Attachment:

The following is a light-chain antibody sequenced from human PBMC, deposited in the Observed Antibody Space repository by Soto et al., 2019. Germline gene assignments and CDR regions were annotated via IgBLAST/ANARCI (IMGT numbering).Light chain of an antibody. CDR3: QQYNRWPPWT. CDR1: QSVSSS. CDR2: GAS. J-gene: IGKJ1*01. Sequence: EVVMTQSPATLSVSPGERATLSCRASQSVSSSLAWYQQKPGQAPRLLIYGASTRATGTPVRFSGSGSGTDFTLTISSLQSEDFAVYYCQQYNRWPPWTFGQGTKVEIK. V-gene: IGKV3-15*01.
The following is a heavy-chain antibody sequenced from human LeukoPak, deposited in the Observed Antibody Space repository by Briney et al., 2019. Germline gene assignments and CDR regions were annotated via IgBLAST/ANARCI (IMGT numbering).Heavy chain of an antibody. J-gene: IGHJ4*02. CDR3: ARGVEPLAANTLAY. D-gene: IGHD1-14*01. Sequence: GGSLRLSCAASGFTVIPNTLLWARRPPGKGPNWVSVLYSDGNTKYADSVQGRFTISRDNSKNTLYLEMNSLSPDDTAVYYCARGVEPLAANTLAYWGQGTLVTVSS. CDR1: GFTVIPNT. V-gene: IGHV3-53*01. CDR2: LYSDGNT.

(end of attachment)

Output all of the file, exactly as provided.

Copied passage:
The following is a light-chain antibody sequenced from human PBMC, deposited in the Observed Antibody Space repository by Soto et al., 2019. Germline gene assignments and CDR regions were annotated via IgBLAST/ANARCI (IMGT numbering).Light chain of an antibody. CDR3: QQYNRWPPWT. CDR1: QSVSSS. CDR2: GAS. J-gene: IGKJ1*01. Sequence: EVVMTQSPATLSVSPGERATLSCRASQSVSSSLAWYQQKPGQAPRLLIYGASTRATGTPVRFSGSGSGTDFTLTISSLQSEDFAVYYCQQYNRWPPWTFGQGTKVEIK. V-gene: IGKV3-15*01.
The following is a heavy-chain antibody sequenced from human LeukoPak, deposited in the Observed Antibody Space repository by Briney et al., 2019. Germline gene assignments and CDR regions were annotated via IgBLAST/ANARCI (IMGT numbering).Heavy chain of an antibody. J-gene: IGHJ4*02. CDR3: ARGVEPLAANTLAY. D-gene: IGHD1-14*01. Sequence: GGSLRLSCAASGFTVIPNTLLWARRPPGKGPNWVSVLYSDGNTKYADSVQGRFTISRDNSKNTLYLEMNSLSPDDTAVYYCARGVEPLAANTLAYWGQGTLVTVSS. CDR1: GFTVIPNT. V-gene: IGHV3-53*01. CDR2: LYSDGNT.